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0 / 75
The most expensive political
campaign in the nation’s history
/ comes to an end next Tuesday.
More money will have been spent
by both parties in the National,
Senatorial, Congressional, state and
local campaigns than ever before.
That is not to imply that there
is anything improper in the spend
ing of money by political organi
zations for election purposes. It
costs money to pay the expenses of
speakers, to pay for advertising in
newspapers and on billboards, to
buy time on the air, to print book
lets. circulars and badges by the
rpn- nf millions, and t-n rUa
wages of employees.
All of these expenses so far as
they relate to national offices,
Presidential, Senatorial or Congres
sional, are required to be reported
to the proper officials in Washing
ton in detail, and particular pains
are taken to scrutinize them with
great care and frequently to in
vestigate them afterward. Since the
passage of the ccyrrup* practices
act, more than 20 years ago, in
stances have been very rare of im
proper or fraudulent use of money
in elections for such purposes as
bribing voters or concealing the
expenditure of campaign funds.
Practically all of the states re
quire reports of campaign expendi
tures made on behalf of state,
county and municipal officers, so
that it is increasingly difficult for
any party, however well organized
and financed, to buy an election.
Thprp is nr^fViino- n cr fViPrp
fore, in the fact that this year’s
political campaigners, taken alto
gether, will run to around $2 5,
THE MONEY SPENT
Of this amount the Republican
National Committee is expected to
report the eexpenditure of $8,3 36,
000, which is the largest amount
ever spent by any party in a presi
dential campaign, except in 1928,
when the Republican National
Committee spent $9,443,000 and
the Democratic National Commit
tee, $7,152,511. This year the De
mocratic National Committee ex
penditures will run around $3,
000,000. The Senatorial and Con
gressional Committees of the two
■ major parties are expected to spend
about $500,000 each.
Senatorial and Congressional
candidates’ personal expenditures
will run to about $2,000,000. The
minor parties, Union, Socialist,
Communist, Prohibition, Farmer
T.ahnr. etc., will orobablv spend
among them about $3,000,000.
State, county and local campaigns
will account for another $8,000,
One of the reasons for the heavy
expenditure this year is the great
increase in the number of voters
whom every candidate and com
mittee is trying to reach and in
fluence. The addition of more
than a million to the registered
vote of New York State led to the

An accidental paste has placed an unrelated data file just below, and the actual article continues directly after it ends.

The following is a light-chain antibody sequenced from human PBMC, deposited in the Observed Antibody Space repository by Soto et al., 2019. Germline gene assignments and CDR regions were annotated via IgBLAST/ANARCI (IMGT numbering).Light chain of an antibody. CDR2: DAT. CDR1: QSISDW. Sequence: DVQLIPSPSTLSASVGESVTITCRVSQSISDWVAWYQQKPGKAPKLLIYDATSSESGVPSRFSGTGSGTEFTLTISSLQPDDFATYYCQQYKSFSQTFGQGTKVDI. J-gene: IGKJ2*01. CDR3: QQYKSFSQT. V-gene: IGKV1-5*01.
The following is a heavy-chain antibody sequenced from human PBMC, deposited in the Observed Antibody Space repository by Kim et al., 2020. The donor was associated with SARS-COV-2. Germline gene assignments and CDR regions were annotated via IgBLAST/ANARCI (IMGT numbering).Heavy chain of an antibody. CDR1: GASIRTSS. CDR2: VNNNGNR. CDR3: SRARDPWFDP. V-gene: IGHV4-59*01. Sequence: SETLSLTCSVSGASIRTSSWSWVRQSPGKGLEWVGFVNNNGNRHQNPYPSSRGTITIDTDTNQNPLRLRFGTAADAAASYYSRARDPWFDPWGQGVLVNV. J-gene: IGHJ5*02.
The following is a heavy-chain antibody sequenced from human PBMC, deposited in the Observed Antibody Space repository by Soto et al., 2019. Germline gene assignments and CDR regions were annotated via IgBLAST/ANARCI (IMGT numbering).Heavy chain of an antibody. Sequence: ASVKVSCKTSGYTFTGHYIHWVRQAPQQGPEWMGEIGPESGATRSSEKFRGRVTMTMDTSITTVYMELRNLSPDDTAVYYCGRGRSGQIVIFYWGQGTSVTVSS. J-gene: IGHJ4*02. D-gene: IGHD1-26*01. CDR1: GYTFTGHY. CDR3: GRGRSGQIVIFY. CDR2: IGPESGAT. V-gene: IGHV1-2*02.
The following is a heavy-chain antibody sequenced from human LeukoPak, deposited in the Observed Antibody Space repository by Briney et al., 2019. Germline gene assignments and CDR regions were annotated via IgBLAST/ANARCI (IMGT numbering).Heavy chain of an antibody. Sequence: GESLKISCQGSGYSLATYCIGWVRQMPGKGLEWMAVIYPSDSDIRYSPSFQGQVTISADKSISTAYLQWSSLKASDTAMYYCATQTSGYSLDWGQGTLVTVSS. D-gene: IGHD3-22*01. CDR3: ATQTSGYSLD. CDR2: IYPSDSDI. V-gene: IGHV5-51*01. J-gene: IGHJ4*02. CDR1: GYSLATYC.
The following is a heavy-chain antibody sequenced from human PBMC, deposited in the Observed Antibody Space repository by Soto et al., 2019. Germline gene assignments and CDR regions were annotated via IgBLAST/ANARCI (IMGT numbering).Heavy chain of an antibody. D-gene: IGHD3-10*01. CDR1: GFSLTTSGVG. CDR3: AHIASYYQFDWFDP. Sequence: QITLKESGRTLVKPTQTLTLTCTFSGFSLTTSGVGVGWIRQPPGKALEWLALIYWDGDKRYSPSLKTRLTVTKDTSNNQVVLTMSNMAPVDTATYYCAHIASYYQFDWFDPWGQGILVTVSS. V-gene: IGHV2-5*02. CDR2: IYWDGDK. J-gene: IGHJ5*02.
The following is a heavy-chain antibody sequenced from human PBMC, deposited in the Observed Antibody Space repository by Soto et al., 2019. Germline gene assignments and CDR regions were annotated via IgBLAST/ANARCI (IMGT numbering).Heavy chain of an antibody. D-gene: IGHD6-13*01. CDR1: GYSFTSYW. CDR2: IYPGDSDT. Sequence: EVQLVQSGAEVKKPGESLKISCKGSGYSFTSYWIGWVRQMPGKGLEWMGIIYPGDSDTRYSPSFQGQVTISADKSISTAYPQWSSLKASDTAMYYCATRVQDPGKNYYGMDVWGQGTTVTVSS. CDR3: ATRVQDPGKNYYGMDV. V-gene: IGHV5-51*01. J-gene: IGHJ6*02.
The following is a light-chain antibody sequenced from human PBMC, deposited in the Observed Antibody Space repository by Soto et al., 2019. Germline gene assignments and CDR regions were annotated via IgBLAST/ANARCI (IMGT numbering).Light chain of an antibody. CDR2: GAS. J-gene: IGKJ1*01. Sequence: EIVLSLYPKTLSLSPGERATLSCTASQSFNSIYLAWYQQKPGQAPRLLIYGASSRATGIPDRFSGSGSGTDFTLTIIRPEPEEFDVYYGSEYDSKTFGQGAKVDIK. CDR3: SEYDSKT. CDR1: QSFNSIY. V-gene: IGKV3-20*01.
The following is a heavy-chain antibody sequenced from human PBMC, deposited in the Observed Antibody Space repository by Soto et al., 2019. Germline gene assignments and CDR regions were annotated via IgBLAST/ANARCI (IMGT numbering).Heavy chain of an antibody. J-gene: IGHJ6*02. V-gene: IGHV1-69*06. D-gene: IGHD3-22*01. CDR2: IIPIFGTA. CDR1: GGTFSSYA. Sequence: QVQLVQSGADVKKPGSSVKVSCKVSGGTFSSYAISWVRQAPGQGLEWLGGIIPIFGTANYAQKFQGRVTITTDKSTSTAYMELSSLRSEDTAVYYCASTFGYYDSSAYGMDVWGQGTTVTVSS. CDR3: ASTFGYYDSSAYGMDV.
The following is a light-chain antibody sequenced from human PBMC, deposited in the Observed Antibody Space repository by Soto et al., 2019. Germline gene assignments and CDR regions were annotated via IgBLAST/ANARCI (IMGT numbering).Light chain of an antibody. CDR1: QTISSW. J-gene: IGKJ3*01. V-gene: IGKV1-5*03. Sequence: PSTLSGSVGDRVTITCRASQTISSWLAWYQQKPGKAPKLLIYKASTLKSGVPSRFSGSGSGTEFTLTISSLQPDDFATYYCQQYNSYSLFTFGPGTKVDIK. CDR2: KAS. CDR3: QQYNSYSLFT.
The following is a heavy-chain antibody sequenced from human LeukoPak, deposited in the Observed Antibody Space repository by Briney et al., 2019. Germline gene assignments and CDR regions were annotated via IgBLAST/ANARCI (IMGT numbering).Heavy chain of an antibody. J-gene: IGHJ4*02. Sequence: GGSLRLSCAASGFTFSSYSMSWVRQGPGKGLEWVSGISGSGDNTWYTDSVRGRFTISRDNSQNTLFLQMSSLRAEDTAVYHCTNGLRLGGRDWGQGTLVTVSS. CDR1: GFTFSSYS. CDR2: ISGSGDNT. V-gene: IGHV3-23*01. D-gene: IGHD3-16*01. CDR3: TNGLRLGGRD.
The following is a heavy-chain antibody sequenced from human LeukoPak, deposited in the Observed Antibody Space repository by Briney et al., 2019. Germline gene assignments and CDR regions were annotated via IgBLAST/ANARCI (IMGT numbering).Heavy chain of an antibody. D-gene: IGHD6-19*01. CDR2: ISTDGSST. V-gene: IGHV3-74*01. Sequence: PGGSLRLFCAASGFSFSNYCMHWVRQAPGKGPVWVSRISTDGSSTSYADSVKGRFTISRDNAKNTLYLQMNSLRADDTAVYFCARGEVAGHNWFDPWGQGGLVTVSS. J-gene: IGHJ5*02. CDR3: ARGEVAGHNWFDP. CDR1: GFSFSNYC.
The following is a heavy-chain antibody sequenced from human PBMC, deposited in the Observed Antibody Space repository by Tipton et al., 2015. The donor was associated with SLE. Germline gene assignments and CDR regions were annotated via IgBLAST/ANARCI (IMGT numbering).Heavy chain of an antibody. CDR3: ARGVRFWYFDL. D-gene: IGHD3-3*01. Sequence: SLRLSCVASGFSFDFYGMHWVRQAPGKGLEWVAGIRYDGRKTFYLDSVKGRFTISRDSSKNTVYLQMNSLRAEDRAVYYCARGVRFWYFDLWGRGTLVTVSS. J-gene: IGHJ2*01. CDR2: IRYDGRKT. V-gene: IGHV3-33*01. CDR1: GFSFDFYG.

calling of a special session of the
legislature last week for the pur
pose of enacting a law permitting
the polls to remain open several
hours later than the established
closing time of 5 o’clock.
If the efforts of the various
campaign committees to get out
the full vote are successful, the
probability is that in many of the
crucial states ana cities the process
of counting the ballots will neces
sarily be prolonged. It is, therefore,
quite possible that the nation will
not “know definitely who has been
elected President until well along
on Wednesday morning, Nov. 4.
In the cities which use voting
machines, such as New York, Buf
falo and many of the larger cities
of the Middle West, the total vote
is normally completely tabulated
and recorded within an hour after
the close of the polls. But with the
extension of voting time in New
York and the probability that it
will be necessary to resort to paper
ballots to supplement the work of
the voting machines, the way is
paved for a long delay in the re
ports from this and other vitaj
centers of election night interest.
THE STRAW VOTE POLLS
In no previous campaign has
there been such an extensive use
of the method of trying to fore
cast the election by means of poll;
or "straw'votes.” One enterprising
r V newspaper, the Cleveland News
conducted what it calls a "poll tc
end all polls.” That newspaper dis
covered that no less than 3,00/
(Continued on page four)
The Carolina Watchman
_.A NEWSPAPER DEVOTED TO THE UPBUILDING OF ROWAN COUNTY
FOUNDED 1332— 10ITF YEAR_ SALISBURY, N. C„ FRIDAY MORNING, OCTOBER 30, 1936 " VOL. 104 NO. 14 PRICE 2 CENTS
Dickinson, Doughton Here Tonight
Democratic Leaders Pre
dict Largest Majority
In County’s History.
Hon. John Dickinson, Assistant
Attorney General of the United
States, and Hon. R. L. Doughton,
Congressman from this District
land Chairman of the Ways and|
jMeans Committee, will be th<>!
I headliners at a Democratic rally in,
! the County Courthouse tonight,1,
beginning at 8 o’clock.
Mr. Dickinson will be presented!
to the audience by Congressman j
Doughton. Democratic leaders ex-1
pect the largest crowd of thej.
campaign to attend the speaking.|]
Mr. Dickinson was for several
years Assistant Secretary of the ,
United States Department of Com- ]
merce and former law partner of;
(William G. McAdoo. Considered
I one of the leading spokesmen of ]
I the Administration, Mr. Dickinson
, will bring an inspiring message
from the Nation’s Capital. Every
one is most cordially invited to at
Success for the county, state and
national tickets was freely predict
ed in local political circles this la
week. Rowan county, it is believ
ed, will give the entire Democratic
ticket a majority of over 5,000 itj
is forecast. 1
I An unusually heavy vote is pre
dicted, in fact, the largest in his- 1
itory is forecast, for the county,;)
The final Democratic rally will
I be held Monday night at 8 o’clock
jin the county courthouse. Walter
Murphy will be the headliner for ,
I this event. Other talks will be i
I made by the Democratic nominees J
j of the county and also by leading (
I Democrats in Salisbury and Rowan i
I county. Elaborate plans are being